During this process, Donovan gets to know Abel quite well and a friendship of mutual respect develops.  Later, when Air Force Lieutenant Francis Gary Powers (Austin Stowell) is shot down and captured for the Soviets, a trade is suggested, Powers for Abel.  The CIA asks Donovan to broker the trade, and to travel to East Berlin to do it.  It’s a sensitive operation, as neither government will publicly acknowledge what’s going on, and so Donovan will be working in East Berlin on his own.  Because of his feelings for Abel, Donovan agrees, and he finds himself embroiled in Cold War espionage as he has to deal with the Soviets, the East Germans, the lack of public support from the U.S., and his growing fear that by arranging this deal he might be sending Abel to his death at the hand of the Soviets.

The main reason to see BRIDGE OF SPIES is Tom Hanks because he delivers his best acting performance in years, but there are also plenty of other reasons to see it as well.

For starters, the director is Steven Spielberg.  It’s hard to say if BRIDGE OF SPIES is better than Spielberg’s previous effort, LINCOLN (2012), a movie I liked a lot.  It’s certainly equally as good.  In some ways, it is better, as it definitely generates more suspense and drama than LINCOLN did.  In terms of historical dramas, they’re on equal footing, but BRIDGE OF SPIES is paced slightly better and is definitely more intriguing.  Both films feature phenomenal acting performances by their two lead actors, Tom Hanks here, and Daniel Day Lewis in LINCOLN.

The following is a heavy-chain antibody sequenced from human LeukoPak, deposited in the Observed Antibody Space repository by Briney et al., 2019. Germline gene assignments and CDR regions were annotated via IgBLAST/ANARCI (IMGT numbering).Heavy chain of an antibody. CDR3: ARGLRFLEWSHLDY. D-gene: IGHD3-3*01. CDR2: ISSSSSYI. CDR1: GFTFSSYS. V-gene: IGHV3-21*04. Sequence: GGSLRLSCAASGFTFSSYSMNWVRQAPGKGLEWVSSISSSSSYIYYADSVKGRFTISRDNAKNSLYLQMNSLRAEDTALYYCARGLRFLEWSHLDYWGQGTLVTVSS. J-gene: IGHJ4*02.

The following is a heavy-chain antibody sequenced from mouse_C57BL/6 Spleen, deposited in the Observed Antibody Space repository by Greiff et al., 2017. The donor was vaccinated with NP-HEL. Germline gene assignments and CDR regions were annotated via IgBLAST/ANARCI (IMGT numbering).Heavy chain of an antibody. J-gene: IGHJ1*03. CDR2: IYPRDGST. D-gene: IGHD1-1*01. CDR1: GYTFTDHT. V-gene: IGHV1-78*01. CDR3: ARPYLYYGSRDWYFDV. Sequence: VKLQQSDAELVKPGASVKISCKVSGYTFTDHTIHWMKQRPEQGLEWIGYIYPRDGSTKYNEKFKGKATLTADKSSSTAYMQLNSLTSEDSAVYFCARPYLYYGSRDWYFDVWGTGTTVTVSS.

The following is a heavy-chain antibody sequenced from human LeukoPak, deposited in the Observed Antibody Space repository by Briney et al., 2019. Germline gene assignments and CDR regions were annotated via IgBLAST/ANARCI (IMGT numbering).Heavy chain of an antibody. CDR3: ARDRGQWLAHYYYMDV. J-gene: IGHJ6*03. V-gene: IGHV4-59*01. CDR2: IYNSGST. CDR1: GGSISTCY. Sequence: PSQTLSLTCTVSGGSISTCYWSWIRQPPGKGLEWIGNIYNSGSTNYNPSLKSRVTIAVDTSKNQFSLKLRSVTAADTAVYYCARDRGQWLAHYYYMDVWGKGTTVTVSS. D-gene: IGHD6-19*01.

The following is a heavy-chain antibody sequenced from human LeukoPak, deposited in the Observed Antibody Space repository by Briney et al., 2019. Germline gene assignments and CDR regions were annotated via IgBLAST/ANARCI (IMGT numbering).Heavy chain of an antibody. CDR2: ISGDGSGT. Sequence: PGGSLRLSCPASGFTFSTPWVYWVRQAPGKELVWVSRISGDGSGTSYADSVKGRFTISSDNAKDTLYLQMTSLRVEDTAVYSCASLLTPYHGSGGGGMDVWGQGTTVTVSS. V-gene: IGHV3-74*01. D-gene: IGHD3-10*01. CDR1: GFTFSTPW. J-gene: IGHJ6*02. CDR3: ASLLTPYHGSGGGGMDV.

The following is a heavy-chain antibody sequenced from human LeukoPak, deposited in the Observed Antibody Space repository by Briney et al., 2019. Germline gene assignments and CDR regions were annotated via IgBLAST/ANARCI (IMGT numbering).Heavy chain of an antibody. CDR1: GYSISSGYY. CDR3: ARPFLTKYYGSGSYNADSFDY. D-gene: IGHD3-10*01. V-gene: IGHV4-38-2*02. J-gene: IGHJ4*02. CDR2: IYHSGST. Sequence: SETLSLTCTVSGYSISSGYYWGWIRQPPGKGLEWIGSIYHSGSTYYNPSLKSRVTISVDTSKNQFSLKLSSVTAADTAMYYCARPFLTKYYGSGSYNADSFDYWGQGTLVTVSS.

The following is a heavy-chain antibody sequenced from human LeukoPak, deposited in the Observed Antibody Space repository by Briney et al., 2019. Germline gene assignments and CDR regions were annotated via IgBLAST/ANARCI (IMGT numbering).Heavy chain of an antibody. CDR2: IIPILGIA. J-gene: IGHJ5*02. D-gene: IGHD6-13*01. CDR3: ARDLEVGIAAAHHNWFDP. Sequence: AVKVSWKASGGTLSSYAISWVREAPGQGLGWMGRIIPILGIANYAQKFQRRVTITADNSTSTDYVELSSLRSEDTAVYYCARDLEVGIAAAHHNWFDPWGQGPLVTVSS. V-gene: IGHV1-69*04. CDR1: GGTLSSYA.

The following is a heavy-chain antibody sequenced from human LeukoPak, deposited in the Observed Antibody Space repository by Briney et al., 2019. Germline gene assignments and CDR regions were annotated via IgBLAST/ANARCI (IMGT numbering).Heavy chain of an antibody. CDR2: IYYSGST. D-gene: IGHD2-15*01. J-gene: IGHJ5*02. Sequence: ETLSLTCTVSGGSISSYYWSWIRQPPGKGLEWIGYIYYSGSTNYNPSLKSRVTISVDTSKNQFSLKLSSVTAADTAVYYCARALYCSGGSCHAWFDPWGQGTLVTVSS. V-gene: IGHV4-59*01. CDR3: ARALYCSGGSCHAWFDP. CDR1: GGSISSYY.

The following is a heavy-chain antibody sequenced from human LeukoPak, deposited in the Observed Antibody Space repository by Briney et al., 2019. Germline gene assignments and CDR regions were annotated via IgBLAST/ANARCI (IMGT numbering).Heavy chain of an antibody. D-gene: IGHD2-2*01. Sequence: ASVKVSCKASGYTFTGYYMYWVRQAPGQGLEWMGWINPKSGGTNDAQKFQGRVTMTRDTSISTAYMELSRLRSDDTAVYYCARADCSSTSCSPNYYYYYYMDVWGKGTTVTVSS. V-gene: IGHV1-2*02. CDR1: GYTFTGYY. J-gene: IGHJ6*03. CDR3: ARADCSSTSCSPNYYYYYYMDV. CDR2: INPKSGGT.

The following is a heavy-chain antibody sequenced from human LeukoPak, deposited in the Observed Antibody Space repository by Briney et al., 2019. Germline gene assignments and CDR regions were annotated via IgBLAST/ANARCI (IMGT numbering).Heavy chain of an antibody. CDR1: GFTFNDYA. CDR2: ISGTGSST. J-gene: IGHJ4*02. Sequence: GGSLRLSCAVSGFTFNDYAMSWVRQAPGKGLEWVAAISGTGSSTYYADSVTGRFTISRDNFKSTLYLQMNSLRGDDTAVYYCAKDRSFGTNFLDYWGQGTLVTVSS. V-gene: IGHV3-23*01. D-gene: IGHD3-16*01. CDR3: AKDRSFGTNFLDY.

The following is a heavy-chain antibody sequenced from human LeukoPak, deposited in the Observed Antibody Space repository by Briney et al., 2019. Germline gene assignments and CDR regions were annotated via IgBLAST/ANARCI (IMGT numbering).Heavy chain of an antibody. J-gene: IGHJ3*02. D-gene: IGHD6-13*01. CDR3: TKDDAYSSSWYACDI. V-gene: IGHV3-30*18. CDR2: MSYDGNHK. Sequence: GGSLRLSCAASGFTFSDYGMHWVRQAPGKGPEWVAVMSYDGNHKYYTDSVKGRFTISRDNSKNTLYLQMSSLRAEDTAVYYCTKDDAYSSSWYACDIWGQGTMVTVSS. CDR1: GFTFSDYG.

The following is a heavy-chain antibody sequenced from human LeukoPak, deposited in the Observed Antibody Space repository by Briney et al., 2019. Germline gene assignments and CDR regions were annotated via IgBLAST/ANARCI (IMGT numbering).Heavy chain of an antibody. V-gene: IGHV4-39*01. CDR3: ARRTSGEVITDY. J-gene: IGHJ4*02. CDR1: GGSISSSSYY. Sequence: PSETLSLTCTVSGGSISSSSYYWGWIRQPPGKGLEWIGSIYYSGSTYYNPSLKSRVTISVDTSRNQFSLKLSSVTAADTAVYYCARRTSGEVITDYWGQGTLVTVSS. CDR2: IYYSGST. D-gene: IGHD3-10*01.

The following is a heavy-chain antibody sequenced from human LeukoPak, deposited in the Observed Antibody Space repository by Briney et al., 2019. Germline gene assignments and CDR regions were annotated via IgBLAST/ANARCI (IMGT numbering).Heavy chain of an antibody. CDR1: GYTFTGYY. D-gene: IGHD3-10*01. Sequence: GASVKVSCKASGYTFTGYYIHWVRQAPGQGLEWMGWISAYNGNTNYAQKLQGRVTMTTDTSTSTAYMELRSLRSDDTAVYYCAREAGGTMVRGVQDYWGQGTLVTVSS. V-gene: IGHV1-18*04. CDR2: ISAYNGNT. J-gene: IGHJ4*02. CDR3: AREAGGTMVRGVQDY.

In BRIDGE OF SPIES, Spielberg painstakingly recreates the Cold War period and thoroughly captures the feel of the time.  Sets, costumes, and make-up are all topnotch, and the images memorable, some of them haunting, like the scene where Hanks witnesses the barbaric activity at the Berlin Wall from a passenger train.

The acting is superb throughout, with the other stand-out besides Hanks being Mark Rylance as Rudolf Abel.  The scene where he recounts the story from his childhood about his father’s friend, who he relates to Hanks’ James Donovan, is another of the film’s highlights.

The screenplay by Matt Charman and Ethan and Joel Coen pretty much tells a straightforward story with the emphasis placed on James Donovan and how this ordeal both changed and shaped his life.  It also details Donovan’s relationship with Rudolf Abel, and how the two men developed a mutual respect for one another.  It’s a gripping historical drama, and it’s honest and direct.  Don’t expect the quirkiness of some of Ethan and Joel Coen’s other movies, like FARGO (1996) and NO COUNTRY FOR OLD MEN (2007).

BRIDGE OF SPIES is the whole package.  It’s got one of the all-time best directors in Steven Spielberg at the helm, phenomenal acting led by Tom Hanks, a superb script, and cinematography worthy of an artistic painting.  It’s a satisfying cinematic event that is both entertaining and rewarding.  Moreover, it succeeds in bringing a moment in our history to life.

BRIDGE OF SPIES is one bridge you’ll definitely want to cross.